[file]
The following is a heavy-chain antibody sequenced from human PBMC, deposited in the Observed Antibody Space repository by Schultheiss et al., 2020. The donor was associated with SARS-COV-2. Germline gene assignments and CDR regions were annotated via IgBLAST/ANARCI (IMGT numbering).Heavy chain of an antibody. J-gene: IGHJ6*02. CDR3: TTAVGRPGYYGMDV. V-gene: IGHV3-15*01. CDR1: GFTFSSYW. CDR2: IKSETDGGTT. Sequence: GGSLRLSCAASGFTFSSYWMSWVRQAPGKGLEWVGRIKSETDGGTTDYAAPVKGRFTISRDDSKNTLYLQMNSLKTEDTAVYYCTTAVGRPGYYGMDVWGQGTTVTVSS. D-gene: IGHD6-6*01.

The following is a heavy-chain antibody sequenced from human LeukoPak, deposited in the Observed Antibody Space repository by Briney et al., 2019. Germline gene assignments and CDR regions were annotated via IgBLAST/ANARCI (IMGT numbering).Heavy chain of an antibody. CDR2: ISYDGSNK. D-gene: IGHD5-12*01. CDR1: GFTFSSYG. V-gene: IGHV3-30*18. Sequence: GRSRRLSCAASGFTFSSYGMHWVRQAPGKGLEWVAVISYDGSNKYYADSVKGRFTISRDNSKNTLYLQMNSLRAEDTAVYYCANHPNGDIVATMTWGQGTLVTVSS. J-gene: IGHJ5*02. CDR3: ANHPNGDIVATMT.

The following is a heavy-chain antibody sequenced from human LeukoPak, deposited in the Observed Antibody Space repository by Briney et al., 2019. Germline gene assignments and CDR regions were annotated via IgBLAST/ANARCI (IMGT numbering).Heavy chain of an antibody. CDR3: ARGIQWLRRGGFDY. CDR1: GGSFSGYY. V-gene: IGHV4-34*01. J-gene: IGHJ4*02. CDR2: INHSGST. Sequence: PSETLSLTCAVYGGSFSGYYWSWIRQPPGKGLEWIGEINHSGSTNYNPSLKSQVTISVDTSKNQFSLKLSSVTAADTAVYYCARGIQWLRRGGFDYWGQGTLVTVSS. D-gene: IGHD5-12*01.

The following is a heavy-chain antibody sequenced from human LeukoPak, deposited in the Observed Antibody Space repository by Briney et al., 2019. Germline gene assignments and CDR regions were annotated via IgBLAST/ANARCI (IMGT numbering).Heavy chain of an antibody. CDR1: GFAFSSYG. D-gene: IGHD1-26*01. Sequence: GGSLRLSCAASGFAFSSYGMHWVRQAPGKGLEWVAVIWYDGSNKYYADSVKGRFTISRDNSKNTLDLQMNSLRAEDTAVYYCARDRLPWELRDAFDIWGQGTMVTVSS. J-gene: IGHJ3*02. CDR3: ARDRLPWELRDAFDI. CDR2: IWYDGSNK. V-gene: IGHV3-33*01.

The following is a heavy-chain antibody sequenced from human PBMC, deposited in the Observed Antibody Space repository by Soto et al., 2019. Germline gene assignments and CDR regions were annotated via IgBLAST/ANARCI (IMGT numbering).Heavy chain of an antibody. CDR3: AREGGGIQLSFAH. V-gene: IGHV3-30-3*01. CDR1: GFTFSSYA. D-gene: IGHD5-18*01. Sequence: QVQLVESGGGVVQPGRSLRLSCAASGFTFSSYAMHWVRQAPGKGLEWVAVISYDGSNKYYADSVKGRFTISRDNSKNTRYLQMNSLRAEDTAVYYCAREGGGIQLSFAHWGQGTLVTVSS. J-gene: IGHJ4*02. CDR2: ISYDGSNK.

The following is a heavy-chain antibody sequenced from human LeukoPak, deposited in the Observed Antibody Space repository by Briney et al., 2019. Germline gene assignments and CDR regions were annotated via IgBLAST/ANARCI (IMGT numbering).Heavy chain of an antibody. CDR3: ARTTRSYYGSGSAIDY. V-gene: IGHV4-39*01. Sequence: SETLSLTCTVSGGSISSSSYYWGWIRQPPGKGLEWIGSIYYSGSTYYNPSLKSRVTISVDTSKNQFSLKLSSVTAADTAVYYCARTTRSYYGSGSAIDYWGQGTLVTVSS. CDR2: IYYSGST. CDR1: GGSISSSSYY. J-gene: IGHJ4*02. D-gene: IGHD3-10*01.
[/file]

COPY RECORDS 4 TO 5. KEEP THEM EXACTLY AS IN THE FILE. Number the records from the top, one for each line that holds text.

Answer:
The following is a heavy-chain antibody sequenced from human LeukoPak, deposited in the Observed Antibody Space repository by Briney et al., 2019. Germline gene assignments and CDR regions were annotated via IgBLAST/ANARCI (IMGT numbering).Heavy chain of an antibody. CDR1: GFAFSSYG. D-gene: IGHD1-26*01. Sequence: GGSLRLSCAASGFAFSSYGMHWVRQAPGKGLEWVAVIWYDGSNKYYADSVKGRFTISRDNSKNTLDLQMNSLRAEDTAVYYCARDRLPWELRDAFDIWGQGTMVTVSS. J-gene: IGHJ3*02. CDR3: ARDRLPWELRDAFDI. CDR2: IWYDGSNK. V-gene: IGHV3-33*01.

The following is a heavy-chain antibody sequenced from human PBMC, deposited in the Observed Antibody Space repository by Soto et al., 2019. Germline gene assignments and CDR regions were annotated via IgBLAST/ANARCI (IMGT numbering).Heavy chain of an antibody. CDR3: AREGGGIQLSFAH. V-gene: IGHV3-30-3*01. CDR1: GFTFSSYA. D-gene: IGHD5-18*01. Sequence: QVQLVESGGGVVQPGRSLRLSCAASGFTFSSYAMHWVRQAPGKGLEWVAVISYDGSNKYYADSVKGRFTISRDNSKNTRYLQMNSLRAEDTAVYYCAREGGGIQLSFAHWGQGTLVTVSS. J-gene: IGHJ4*02. CDR2: ISYDGSNK.